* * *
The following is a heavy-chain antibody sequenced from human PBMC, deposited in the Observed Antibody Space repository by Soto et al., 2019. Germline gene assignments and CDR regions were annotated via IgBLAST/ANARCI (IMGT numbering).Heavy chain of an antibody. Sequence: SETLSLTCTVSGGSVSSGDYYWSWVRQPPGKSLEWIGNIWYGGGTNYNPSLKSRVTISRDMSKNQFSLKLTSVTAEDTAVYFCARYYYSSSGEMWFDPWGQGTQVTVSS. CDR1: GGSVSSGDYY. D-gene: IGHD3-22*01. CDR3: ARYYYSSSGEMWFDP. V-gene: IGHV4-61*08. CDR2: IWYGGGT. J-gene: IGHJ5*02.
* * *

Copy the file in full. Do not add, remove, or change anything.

The following is a heavy-chain antibody sequenced from human PBMC, deposited in the Observed Antibody Space repository by Soto et al., 2019. Germline gene assignments and CDR regions were annotated via IgBLAST/ANARCI (IMGT numbering).Heavy chain of an antibody. Sequence: SETLSLTCTVSGGSVSSGDYYWSWVRQPPGKSLEWIGNIWYGGGTNYNPSLKSRVTISRDMSKNQFSLKLTSVTAEDTAVYFCARYYYSSSGEMWFDPWGQGTQVTVSS. CDR1: GGSVSSGDYY. D-gene: IGHD3-22*01. CDR3: ARYYYSSSGEMWFDP. V-gene: IGHV4-61*08. CDR2: IWYGGGT. J-gene: IGHJ5*02.